The PAP put Singapore on the world map within five years of independence and, after 45 years of independence today, we see ourselves as a regional superpower in terms of economic development. Dr Chee is also wrong to say we have a brain drain with Singaporeans leaving for other countries. He failed to mention how many of these Singaporeans return and how many are stuck in their adopted country longing to return. We have foreign talent now to supply the know-how we require for development and survival. Thanks to the PAP again.

They say ‘walk the talk’. In my opinion, the PAP need not be confronted today. It has given all Singaporeans and even non-Singaporeans an island to call their home with good opportunities. It is safe and peaceful here. That is what every citizen of any country needs and what every world leader should give his people. We do not need an opposition for the sake of having one. We do not need confrontation, but rather a contribution of opinions and suggestions to a system that is already working well.

Dr Chee’s thoughts and ideas are outdated, irrelevant and will not do any good for Singapore.

Joshua Selvakumar


(4) Rebellious nature may not lead to productivity

I ADMIRE Dr Chee Soon Juan as a man who stands up for what he believes in, but I am disturbed by his suggestion (‘PAP just as confrontational, replies Chee’, Thursday) that freedom of speech and assembly are somehow related to productivity.

The protests in Thailand amply demonstrate how unbridled exercise of freedom of speech and assembly can result in escalating social discord and political violence, with deleterious results for productivity.

And how would Dr Chee explain a nation like Japan, which is twice as productive as Singapore and (like Singapore) is devoid of ‘the rebellious’ and people ‘challenging the authorities’?

Peter Heng


(5) Chee must reinvent himself

DR CHEE Soon Juan’s letter on Thursday (‘PAP just as confrontational, replies Chee’) reads like the tired ramblings of a politician who has lost the plot.

When Dr Chee entered the political scene in 1992, he described himself as having ‘a good brain’. Expectations were high as the opposition saw hope in a candidate of good calibre.

However, his electoral performance since then has been dismal:

– 1992, Marine Parade by-election, 24.5 per cent of votes polled

– 1997, MacPherson, 34.86 per cent

– 2001, Jurong, 20.25 per cent

– 2006, ineligible to contest.

During this time, he attracted public attention with his bizarre acts done for unfathomable reasons.

Instead of galvanising the opposition, he has conceivably dealt his party and the opposition a death knell.

Is Dr Chee the big hope that he was made out to be?

As a citizen with no party affiliation, I argue that he has lost voter confidence and is in dire need of a strategy overhaul.

If he is able to think like a (political) entrepreneur, he needs to ask himself these key questions.

‘Who is my ‘customer’ – or ‘target voter’?’

‘What is my (political) ‘product’?’

‘Why should my ‘customer’ buy my ‘product’?’

I believe Dr Chee has failed to comprehend the strategic importance of these simple questions.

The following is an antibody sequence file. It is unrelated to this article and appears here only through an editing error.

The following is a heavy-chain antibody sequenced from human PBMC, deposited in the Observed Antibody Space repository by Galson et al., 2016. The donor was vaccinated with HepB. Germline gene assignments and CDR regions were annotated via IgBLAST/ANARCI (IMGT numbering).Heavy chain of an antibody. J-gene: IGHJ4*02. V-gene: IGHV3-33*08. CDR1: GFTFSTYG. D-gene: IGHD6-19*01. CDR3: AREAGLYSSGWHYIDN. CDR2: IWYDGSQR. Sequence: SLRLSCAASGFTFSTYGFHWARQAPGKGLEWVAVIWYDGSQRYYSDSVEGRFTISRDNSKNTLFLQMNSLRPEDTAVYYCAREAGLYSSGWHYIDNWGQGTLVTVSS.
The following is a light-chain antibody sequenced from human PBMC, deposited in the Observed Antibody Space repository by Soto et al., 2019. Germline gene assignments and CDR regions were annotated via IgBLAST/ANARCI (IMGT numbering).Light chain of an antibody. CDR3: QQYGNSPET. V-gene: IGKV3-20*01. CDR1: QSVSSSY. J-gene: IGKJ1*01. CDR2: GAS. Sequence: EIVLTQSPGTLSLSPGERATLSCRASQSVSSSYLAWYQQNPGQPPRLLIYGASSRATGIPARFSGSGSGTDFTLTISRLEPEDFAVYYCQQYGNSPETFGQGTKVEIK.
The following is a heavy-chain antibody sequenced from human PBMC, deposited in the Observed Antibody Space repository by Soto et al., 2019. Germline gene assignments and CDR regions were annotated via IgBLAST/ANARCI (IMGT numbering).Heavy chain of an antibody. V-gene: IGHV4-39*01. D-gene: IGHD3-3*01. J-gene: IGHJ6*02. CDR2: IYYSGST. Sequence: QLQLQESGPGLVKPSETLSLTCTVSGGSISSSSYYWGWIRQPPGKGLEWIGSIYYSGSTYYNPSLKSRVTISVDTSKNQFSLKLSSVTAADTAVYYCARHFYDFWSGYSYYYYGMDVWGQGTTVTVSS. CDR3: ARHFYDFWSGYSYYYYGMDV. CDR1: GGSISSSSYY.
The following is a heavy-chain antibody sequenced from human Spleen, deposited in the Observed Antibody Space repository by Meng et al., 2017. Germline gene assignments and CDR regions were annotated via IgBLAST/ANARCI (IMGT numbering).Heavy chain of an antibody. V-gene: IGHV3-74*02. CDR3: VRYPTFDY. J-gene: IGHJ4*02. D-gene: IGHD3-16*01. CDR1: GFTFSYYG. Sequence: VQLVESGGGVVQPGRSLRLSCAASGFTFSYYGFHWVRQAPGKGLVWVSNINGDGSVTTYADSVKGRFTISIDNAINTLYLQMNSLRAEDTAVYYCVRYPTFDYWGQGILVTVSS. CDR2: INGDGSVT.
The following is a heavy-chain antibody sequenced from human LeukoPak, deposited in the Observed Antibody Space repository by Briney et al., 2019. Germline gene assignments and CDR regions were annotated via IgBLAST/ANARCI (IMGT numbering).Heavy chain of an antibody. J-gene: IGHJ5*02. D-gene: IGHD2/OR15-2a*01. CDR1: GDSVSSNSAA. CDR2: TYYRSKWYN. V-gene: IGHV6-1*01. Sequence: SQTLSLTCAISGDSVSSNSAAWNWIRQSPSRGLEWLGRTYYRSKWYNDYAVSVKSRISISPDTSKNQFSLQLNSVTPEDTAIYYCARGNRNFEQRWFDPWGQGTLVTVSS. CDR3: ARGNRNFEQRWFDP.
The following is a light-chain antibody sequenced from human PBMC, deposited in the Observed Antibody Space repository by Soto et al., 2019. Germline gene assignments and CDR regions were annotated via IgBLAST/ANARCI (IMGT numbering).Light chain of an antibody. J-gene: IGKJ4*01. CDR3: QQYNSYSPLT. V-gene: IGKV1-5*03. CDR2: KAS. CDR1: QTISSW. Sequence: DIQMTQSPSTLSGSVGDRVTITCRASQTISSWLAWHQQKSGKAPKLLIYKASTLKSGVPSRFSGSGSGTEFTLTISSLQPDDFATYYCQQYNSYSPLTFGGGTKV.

On the other hand, Mr Chiam See Tong and Mr Low Thia Khiang have carved a niche for themselves in an unfriendly political landscape, remarkably achieved with their humble qualities and modest resources.

By opting to focus on providing a calibrated voice in Parliament and addressing the municipal needs of their constituents, these respected gentlemen have created a unique political ‘product’ that resonates well with their supporters.

The ability of the ruling People’s Action Party to transform itself to respond to the changing needs of the electorate is also well known.

With the poor voter response he has received, Dr Chee should respect and listen to the wishes of Singaporeans, and reposition himself to be relevant to our aspirations.

Doing otherwise brings no value to his political career, family, party, supporters, the opposition, the health of our political system and fellow Singaporeans.

Han Tau Kwang


(6) Chee’s passion for democracy admirable

I READ Thursday’s letter by Dr Chee Soon Juan (‘PAP just as confrontational, replies Chee’), lamenting negative criticism of him and defending his ventures.

While critics are naturally subjective, I do not think Dr Chee needs to be overly defensive. I strongly believe his passion for excellence is in the areas of upholding democracy and protecting the rights of Singaporeans.

There is no perfect system of politics or governance, and any decision has flaws and opportunity costs. We will never know what is best for us, but we can always reflect on what we have done and make adjustments to ensure a better future. This appears to be working for us, or various systems in Singapore would not have become global benchmarks.

I admire Dr Chee’s perseverance and determination in his incessant fight against policies he deems unfair, to the extent that he has sacrificed much of his personal interests. He has exhibited a good understanding of our history and current affairs, but I believe he needs a clearer perspective of what Singaporeans really want and need.

Different social groups face different problems and there may never be a one-size-fits-all solution. We need good people in place to develop multi-pronged policies to ensure everyone gets a share of our national development. The exodus of talent seeking opportunities abroad is a natural by-product of globalisation, not necessarily a flaw in governance.

At least for now, I do not see an urgent need for a massive overhaul. We give the mandate to leaders based on what they have done for us and are capable of doing in future. We do not protest for the sake of opposing and many of us appreciate the political, economic and social stability we are currently enjoy.

I hope if Dr Chee is passionate about helping Singaporeans as his primary agenda, he should work with social groups and organisations to ensure his constructive input is heard.

Aloysius Lau